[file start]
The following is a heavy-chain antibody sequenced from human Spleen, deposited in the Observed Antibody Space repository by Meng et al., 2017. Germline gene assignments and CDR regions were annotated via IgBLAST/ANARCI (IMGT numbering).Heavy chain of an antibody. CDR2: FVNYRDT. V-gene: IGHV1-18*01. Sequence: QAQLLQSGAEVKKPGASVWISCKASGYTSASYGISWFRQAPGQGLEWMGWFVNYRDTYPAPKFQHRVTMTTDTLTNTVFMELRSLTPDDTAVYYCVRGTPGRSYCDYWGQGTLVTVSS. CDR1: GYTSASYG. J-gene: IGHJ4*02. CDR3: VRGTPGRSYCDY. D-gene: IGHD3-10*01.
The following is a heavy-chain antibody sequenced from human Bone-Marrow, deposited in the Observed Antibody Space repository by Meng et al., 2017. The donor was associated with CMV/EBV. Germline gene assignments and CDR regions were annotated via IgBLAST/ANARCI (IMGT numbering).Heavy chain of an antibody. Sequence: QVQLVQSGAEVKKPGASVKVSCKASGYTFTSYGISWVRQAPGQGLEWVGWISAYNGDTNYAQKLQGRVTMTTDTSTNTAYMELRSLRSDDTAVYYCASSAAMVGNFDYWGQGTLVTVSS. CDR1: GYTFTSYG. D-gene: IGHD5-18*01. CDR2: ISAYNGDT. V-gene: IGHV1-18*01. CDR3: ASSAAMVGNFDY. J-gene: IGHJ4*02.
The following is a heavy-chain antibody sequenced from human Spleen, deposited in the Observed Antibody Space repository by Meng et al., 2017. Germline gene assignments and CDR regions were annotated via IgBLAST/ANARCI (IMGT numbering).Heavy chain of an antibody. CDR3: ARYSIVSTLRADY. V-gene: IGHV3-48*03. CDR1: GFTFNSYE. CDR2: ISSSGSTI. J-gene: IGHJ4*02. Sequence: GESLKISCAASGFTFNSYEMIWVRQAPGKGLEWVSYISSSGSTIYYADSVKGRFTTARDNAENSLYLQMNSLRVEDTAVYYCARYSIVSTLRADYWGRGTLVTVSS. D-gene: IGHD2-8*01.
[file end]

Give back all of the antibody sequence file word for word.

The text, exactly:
The following is a heavy-chain antibody sequenced from human Spleen, deposited in the Observed Antibody Space repository by Meng et al., 2017. Germline gene assignments and CDR regions were annotated via IgBLAST/ANARCI (IMGT numbering).Heavy chain of an antibody. CDR2: FVNYRDT. V-gene: IGHV1-18*01. Sequence: QAQLLQSGAEVKKPGASVWISCKASGYTSASYGISWFRQAPGQGLEWMGWFVNYRDTYPAPKFQHRVTMTTDTLTNTVFMELRSLTPDDTAVYYCVRGTPGRSYCDYWGQGTLVTVSS. CDR1: GYTSASYG. J-gene: IGHJ4*02. CDR3: VRGTPGRSYCDY. D-gene: IGHD3-10*01.
The following is a heavy-chain antibody sequenced from human Bone-Marrow, deposited in the Observed Antibody Space repository by Meng et al., 2017. The donor was associated with CMV/EBV. Germline gene assignments and CDR regions were annotated via IgBLAST/ANARCI (IMGT numbering).Heavy chain of an antibody. Sequence: QVQLVQSGAEVKKPGASVKVSCKASGYTFTSYGISWVRQAPGQGLEWVGWISAYNGDTNYAQKLQGRVTMTTDTSTNTAYMELRSLRSDDTAVYYCASSAAMVGNFDYWGQGTLVTVSS. CDR1: GYTFTSYG. D-gene: IGHD5-18*01. CDR2: ISAYNGDT. V-gene: IGHV1-18*01. CDR3: ASSAAMVGNFDY. J-gene: IGHJ4*02.
The following is a heavy-chain antibody sequenced from human Spleen, deposited in the Observed Antibody Space repository by Meng et al., 2017. Germline gene assignments and CDR regions were annotated via IgBLAST/ANARCI (IMGT numbering).Heavy chain of an antibody. CDR3: ARYSIVSTLRADY. V-gene: IGHV3-48*03. CDR1: GFTFNSYE. CDR2: ISSSGSTI. J-gene: IGHJ4*02. Sequence: GESLKISCAASGFTFNSYEMIWVRQAPGKGLEWVSYISSSGSTIYYADSVKGRFTTARDNAENSLYLQMNSLRVEDTAVYYCARYSIVSTLRADYWGRGTLVTVSS. D-gene: IGHD2-8*01.